Janet Rafferty - North American Archaeologist, Professor of Anthropology
Email: rafferty@anthro.msstate.edu
Phone: 662-325-7521
Fax: 662-325-8690
Address: PO Box AR, Mississippi State, MS 39762

Curriculum Vitae

B.A. in Anthropology, University of Washington, Seattle 1969
Ph.D. in Anthropology, University of Washington, Seattle 1974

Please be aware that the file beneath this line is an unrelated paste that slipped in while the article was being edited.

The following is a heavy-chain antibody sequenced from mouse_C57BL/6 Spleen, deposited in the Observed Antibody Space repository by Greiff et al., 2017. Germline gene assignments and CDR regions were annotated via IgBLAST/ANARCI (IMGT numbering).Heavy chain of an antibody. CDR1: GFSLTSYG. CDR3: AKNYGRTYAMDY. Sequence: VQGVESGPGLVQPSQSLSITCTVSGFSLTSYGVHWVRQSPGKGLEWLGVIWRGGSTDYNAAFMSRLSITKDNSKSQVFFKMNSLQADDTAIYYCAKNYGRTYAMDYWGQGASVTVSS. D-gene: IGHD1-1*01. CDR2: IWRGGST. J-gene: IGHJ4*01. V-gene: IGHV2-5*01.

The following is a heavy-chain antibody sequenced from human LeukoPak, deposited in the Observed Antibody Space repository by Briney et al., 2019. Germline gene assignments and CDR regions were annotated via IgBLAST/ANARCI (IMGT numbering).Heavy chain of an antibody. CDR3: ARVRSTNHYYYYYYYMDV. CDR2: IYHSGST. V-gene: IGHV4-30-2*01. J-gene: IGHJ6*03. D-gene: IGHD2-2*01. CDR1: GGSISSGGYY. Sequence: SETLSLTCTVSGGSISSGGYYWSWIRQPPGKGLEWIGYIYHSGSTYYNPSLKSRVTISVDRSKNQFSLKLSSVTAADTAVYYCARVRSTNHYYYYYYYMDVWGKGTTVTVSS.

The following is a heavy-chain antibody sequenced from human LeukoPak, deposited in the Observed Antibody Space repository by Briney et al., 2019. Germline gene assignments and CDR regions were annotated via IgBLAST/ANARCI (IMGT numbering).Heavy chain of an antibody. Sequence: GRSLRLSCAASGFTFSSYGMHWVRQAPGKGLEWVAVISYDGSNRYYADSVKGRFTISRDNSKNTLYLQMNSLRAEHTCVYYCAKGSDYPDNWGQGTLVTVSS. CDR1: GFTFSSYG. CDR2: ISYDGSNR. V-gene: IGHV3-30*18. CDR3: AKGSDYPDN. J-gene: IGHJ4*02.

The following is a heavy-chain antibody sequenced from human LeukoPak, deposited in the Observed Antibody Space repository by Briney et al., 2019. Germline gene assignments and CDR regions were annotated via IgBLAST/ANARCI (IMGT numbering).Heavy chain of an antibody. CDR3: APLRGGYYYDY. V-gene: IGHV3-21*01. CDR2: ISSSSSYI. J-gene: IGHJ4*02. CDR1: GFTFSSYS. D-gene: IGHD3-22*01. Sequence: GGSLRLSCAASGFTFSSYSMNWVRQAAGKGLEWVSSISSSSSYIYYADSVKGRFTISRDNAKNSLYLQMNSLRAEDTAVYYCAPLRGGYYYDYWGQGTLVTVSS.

Dr. Rafferty's career in field archaeology began in the state of Washington but her doctoral research was on the archaeology of the eastern woodlands in Kentucky. Her dissertation was a study of the development of Fort Ancient, a prehistoric agricultural tradition centered in the Ohio River Valley. She taught at the University of Washington and at Southern Illinois University in Carbondale before coming to Mississippi State University in 1977. She is currently Professor of Anthropology in the Department of Sociology, Anthropology and Social Work at MSU, and serves as Graduate Coordinator for the department's Master of Arts Program in Applied Anthropology. Dr. Rafferty's main research interests focus on settlement pattern studies. In the late 1970s and 1980s she conducted archaeological research in the Tombigbee River Valley prior to construction of the Tennessee-Tombigbee Waterway. In 1990 and 1991 she directed work at Owl Creek Mounds, a large Mississippian Period (A.D. 1000-1500) mound group in Chickasaw County, Mississippi. During her career she has also conducted field work at numerous other sites across northeast Mississippi in Lee, Union, Pontotoc, and Oktibbeha Counties. Her main goal has been to learn more about settlement pattern change in the region's uplands and tributary valleys. Most recently she has been engaged in mitigating sites in the immediate environs of MSU and the city of Starkville, through a series of contracts with the Mississippi Department of Transportation. She is very active in state and regional archaeological societies and has served as President of the Mississippi Archaeological Association and of the Mississippi Association of Professional Archaeologists.